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Vegetable and Animal Oils can be Converted to an Ingredient for Making Plastics

by Savitha C Muppala on  August 9, 2013 at 8:03 PM Environmental Health   - G J E 4
Scientists have developed a new method through which vegetable and animal fats and oils - ranging from lard to waste cooking oil - can be converted to a key ingredient for making plastics that currently comes from petroleum, according to scientists.
 Vegetable and Animal Oils can be Converted to an Ingredient for Making Plastics
Vegetable and Animal Oils can be Converted to an Ingredient for Making Plastics
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Douglas Neckers and Maria Muro-Small explained that many of the plastics found in hundreds of everyday products begin with a group of chemical raw materials termed olefins that come from petroleum, which includes ethylene, propylene and butadiene - the building blocks for familiar plastics like polyethylene, polyester, polyvinyl chloride and polystyrene.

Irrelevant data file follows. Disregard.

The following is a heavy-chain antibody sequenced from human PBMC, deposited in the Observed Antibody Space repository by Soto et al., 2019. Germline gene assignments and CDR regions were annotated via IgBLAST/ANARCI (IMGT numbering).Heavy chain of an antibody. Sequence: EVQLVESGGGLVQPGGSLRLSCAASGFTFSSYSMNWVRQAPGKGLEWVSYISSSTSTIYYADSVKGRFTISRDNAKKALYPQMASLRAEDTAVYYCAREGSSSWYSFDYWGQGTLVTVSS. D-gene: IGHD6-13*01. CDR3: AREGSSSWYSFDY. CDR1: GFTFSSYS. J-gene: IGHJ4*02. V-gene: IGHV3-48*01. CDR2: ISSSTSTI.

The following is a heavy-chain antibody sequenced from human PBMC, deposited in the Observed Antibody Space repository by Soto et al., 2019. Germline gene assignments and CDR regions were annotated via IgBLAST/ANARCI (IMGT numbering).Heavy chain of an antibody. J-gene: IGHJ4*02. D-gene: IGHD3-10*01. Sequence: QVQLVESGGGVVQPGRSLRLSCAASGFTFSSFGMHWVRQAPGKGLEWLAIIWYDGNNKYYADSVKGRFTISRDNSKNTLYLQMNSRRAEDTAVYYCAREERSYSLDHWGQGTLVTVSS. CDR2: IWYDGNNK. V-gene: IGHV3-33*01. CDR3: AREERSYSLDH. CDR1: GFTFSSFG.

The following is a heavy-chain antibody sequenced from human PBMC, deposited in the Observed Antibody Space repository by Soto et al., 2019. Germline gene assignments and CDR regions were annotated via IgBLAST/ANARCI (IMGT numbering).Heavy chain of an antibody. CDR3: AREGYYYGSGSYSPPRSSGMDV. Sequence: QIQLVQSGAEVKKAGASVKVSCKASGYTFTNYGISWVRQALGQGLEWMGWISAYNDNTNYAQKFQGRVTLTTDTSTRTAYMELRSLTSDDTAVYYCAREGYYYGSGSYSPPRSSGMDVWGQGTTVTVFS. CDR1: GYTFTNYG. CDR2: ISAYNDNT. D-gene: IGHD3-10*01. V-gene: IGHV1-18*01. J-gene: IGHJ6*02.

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However, the scientists sought a more sustainable alternative source of olefins and in their report described use of "UV-C" light-used in sanitizing wands to kill bacteria and viruses around the house-to change lard, tallow, olive oil, canola oil and waste canola cooking oil into olefins.

Neckers and Muro-Small said that this is the first report on use of this photochemical process to make olefins.

The findings have been published in the journal ACS Sustainable Chemistry and Engineering

Source: ANI
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